OTT is working with the Patent Facilitation Centre at the Indian Ministry of Science & Technology, the Bi-National S&T Endowment Fund (generally called the Indo-U.S. science and technology fund), the South African Council for Scientific & Industrial Research (CSIR), and the Developing Countries Vaccine Manufacturers Network (DCVMN) to develop and implement short courses, seminars, and workshops on issues pertaining to IP management that are geared to training technology managers from several universities and from research and development centers in India, South Africa, Tanzania, Egypt, Brazil, Mexico, Argentina, Chile, China, Vietnam, and Thailand.

Information and access to knowledge has been recognized as a crucial step in enhancing capacity in developing countries. NIH OTT and the technology transfer offices from several universities in the United States recently developed and implemented a database of neglected-disease technologies available for licensing from these institutions. This database is already available at the OTT Web site with discussions underway with other potential hosts.32 The database should be an important resource and capacity building tool for technology managers of universities and research centers in developing countries for identifying more readily such technologies and for coordinating work with the licensor institutions. The expectation is that other universities and non-profit institutions with technology licensing opportunities in the area of neglected diseases will eventually join this initiative to provide information at a single Web site while retaining licensing from the institution owning the technology.

5. Innovation, R&D Collaborations: Next Steps

As NIH OTT’s relationship with institutions in developing countries matures and the relationships between the office and those institutions expand, the next steps may include an evaluation study to explore the needs and opportunities related to technology transfer and training for people from institutions in developing countries. This evaluation would explore areas that affect technology transfer outcomes, such as IP policies, regulations, clinical trials capacity, IP management capabilities, and policies influencing public/private sector partnerships (PPPs). Thus, OTT has the potential to contribute to the scientific, technological, and health needs of developing countries by improving its own ability to bring to market technologies that will benefit local and regional public health.

NIH OTT is committed to contributing expertise and sharing ideas, strategies, and practices mutually with other organizations, in both developing and developed nations, to advance the goals of international technology transfer. Such coordination can only enhance the individual efforts of each of the institutions involved. In addition, OTT will continue to learn from partners throughout the world about creative alternative solutions to the challenges of transferring biomedical technologies to benefit global health.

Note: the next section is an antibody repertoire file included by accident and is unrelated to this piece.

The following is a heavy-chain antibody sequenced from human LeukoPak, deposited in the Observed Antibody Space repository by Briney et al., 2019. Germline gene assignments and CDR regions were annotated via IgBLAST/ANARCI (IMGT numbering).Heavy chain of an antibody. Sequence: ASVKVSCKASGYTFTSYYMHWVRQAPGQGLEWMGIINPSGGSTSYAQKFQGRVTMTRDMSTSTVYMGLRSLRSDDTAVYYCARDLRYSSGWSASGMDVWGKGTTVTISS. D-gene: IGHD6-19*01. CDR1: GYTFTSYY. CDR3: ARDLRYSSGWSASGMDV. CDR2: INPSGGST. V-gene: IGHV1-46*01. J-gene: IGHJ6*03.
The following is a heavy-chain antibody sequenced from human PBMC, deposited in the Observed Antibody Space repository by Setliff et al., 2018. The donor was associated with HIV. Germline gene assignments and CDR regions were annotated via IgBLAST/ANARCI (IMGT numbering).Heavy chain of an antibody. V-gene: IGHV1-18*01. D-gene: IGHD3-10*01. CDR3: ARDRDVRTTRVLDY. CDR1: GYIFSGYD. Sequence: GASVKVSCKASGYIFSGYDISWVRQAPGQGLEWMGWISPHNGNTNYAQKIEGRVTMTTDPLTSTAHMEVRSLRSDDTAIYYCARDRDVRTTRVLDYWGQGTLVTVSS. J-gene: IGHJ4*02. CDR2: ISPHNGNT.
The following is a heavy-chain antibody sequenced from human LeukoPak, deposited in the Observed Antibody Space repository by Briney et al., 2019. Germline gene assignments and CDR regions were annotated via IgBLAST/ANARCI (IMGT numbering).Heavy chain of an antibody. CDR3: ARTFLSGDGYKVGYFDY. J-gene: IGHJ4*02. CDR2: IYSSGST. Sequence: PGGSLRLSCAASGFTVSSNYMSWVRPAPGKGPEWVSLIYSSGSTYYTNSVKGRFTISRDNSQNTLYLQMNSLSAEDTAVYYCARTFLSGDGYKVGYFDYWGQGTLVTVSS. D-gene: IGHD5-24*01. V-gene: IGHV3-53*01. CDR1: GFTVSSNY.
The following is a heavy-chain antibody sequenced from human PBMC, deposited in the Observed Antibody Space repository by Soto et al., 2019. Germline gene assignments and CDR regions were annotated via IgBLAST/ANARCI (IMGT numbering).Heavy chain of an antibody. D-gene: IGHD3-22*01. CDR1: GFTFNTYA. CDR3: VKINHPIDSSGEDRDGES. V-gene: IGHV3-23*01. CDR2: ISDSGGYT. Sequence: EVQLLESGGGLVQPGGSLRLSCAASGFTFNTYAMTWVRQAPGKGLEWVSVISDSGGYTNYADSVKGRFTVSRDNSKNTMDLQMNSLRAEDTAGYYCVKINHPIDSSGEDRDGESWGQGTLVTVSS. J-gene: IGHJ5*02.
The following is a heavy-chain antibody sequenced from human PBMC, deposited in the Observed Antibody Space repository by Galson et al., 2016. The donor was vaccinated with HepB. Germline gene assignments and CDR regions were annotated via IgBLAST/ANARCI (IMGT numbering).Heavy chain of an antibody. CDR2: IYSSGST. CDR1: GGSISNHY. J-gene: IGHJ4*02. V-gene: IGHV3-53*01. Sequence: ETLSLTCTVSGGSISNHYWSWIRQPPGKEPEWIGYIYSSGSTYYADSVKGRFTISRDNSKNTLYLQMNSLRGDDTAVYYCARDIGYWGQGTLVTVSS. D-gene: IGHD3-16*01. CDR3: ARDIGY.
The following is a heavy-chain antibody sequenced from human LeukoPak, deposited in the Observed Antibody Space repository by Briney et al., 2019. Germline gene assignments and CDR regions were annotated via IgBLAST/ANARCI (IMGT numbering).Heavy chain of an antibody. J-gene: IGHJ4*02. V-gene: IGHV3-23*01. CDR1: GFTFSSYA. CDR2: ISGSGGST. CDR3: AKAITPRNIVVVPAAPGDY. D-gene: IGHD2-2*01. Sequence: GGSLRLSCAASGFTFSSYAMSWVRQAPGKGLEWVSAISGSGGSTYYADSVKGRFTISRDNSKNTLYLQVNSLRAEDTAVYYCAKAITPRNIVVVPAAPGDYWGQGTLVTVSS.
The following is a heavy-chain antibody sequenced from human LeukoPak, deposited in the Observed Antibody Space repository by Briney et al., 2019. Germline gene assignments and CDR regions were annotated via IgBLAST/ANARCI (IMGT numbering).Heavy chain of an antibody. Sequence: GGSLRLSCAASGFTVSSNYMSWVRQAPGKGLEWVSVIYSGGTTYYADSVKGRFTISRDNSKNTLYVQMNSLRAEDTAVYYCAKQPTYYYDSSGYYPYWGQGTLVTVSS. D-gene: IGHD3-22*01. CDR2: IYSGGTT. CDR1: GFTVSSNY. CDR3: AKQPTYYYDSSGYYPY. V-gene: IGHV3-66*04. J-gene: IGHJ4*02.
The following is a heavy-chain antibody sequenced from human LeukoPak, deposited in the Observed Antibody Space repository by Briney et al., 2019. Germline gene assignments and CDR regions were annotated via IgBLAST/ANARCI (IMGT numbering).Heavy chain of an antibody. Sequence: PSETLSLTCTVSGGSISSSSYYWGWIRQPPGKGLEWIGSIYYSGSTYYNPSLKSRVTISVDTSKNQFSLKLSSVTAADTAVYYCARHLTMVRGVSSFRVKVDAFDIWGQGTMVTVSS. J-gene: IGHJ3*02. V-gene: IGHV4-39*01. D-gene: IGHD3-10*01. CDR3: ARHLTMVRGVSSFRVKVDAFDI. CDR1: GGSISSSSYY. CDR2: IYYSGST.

6. Conclusions

Building on a strong track record, NIH OTT is expanding its efforts at licensing technologies to institutions in developing countries, and it continues to work with other stakeholders to help build technology transfer infrastructures. These activities are helping NIH to fulfill an important goal of its global public health mission: to reduce the devastating disease burden on people living in developing countries. Bringing biomedical inventions to populations in less-developed regions of the world can be achieved through various technology licensing models that fit the specific competencies of the research and development infrastructure of the particular countries. Moreover, it is expected that OTT’s activities in global technology transfer will promote well-recognized, good licensing practices that meet regional and national health priorities and standards. As a result, these activities should enhance public availability of new technologies, attract new biotechnology R&D resources, obtain returns on early-stage public investment, and stimulate economic and social development.


The authors wish to thank Uri Reichman, Susan Ano, Peter Soukas, Chekesha Clingman, and Steve Ferguson from NIH OTT as well as scientists such as Al Kapikian (NIH), Isaias Raw (Brazil), Suresh Jadhav and R. Saha (India), and others for their commitment to global public health.


All referenced Web sites were last accessed between 1 and 10 October 2007.

1 Maskus K. 2004. Encouraging International Technology Transfer. In Intellectual Property Rights and Sustainable Development. May 2004. UNCTAD-ICTSD: Geneva.

2 Varmus H, R Klausner, E Zerhouni, T Acharya, AS Daar and PA Singer. 2003. Grand Challenges in Global Health. Science 302(5644): 398–99.

3 Saha R, K Satyanarayana and CA Gardner. 2004. Building a “Cottage Industry” for Health (and Wealth): The New Framework for IP Management in India. IP Strategy Today No. 10:23–58. www.bioDevelopments. org/ip.

4 GPRA. 2003. Performance and Accountability Results. Government Performance and Results Act. Federal Trade Commission: Washington, DC.

5 Marshall A. 2004. Open Secrets. Nature Biotechnology (Supplement) 22:1.

6 Gardner C and Garner C, 2004 Technology Licensing to Nontraditional Partners: Non-Profit Health Product Development Organizations. For Better Global Health. MIHR: Oxford, U.K.

7 DNDi. 2003. Drugs for Neglected Diseases Initiative Working Group and MSF-Medicins San Frontiers. Intensified Control of Neglected Diseases: WHO Report of an International Workshop. Berlin, 10-12 December, 2003.

8 At the same time, chronic diseases such as cardiovascular diseases and diabetes, which historically have been diseases primarily of the developed world, are also increasing among people in developing countries.